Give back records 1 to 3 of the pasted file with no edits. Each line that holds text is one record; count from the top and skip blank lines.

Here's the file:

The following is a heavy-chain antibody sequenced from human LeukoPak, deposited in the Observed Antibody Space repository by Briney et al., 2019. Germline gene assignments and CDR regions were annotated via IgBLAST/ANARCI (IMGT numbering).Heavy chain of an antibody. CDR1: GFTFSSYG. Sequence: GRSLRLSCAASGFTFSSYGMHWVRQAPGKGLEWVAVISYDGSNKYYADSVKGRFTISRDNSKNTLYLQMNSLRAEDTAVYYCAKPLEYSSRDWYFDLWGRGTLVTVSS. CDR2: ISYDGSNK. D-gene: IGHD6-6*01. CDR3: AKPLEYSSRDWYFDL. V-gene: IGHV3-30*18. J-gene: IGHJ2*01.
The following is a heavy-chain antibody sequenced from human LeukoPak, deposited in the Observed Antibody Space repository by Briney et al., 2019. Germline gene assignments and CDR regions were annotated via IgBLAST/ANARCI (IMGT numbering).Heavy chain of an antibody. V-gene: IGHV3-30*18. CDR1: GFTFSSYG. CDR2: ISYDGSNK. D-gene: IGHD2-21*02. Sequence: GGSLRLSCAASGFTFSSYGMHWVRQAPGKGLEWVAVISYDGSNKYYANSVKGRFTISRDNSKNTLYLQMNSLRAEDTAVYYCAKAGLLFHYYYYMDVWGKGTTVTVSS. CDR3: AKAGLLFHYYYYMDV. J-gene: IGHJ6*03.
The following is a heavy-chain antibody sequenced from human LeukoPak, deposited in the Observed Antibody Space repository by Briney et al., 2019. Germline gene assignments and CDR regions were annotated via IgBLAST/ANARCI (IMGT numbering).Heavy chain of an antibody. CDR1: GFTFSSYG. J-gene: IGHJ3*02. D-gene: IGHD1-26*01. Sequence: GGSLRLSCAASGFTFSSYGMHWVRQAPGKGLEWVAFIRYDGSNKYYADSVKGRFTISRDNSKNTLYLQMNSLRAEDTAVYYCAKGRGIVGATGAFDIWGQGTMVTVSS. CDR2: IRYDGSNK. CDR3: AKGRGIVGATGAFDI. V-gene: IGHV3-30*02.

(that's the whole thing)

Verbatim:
The following is a heavy-chain antibody sequenced from human LeukoPak, deposited in the Observed Antibody Space repository by Briney et al., 2019. Germline gene assignments and CDR regions were annotated via IgBLAST/ANARCI (IMGT numbering).Heavy chain of an antibody. CDR1: GFTFSSYG. Sequence: GRSLRLSCAASGFTFSSYGMHWVRQAPGKGLEWVAVISYDGSNKYYADSVKGRFTISRDNSKNTLYLQMNSLRAEDTAVYYCAKPLEYSSRDWYFDLWGRGTLVTVSS. CDR2: ISYDGSNK. D-gene: IGHD6-6*01. CDR3: AKPLEYSSRDWYFDL. V-gene: IGHV3-30*18. J-gene: IGHJ2*01.
The following is a heavy-chain antibody sequenced from human LeukoPak, deposited in the Observed Antibody Space repository by Briney et al., 2019. Germline gene assignments and CDR regions were annotated via IgBLAST/ANARCI (IMGT numbering).Heavy chain of an antibody. V-gene: IGHV3-30*18. CDR1: GFTFSSYG. CDR2: ISYDGSNK. D-gene: IGHD2-21*02. Sequence: GGSLRLSCAASGFTFSSYGMHWVRQAPGKGLEWVAVISYDGSNKYYANSVKGRFTISRDNSKNTLYLQMNSLRAEDTAVYYCAKAGLLFHYYYYMDVWGKGTTVTVSS. CDR3: AKAGLLFHYYYYMDV. J-gene: IGHJ6*03.
The following is a heavy-chain antibody sequenced from human LeukoPak, deposited in the Observed Antibody Space repository by Briney et al., 2019. Germline gene assignments and CDR regions were annotated via IgBLAST/ANARCI (IMGT numbering).Heavy chain of an antibody. CDR1: GFTFSSYG. J-gene: IGHJ3*02. D-gene: IGHD1-26*01. Sequence: GGSLRLSCAASGFTFSSYGMHWVRQAPGKGLEWVAFIRYDGSNKYYADSVKGRFTISRDNSKNTLYLQMNSLRAEDTAVYYCAKGRGIVGATGAFDIWGQGTMVTVSS. CDR2: IRYDGSNK. CDR3: AKGRGIVGATGAFDI. V-gene: IGHV3-30*02.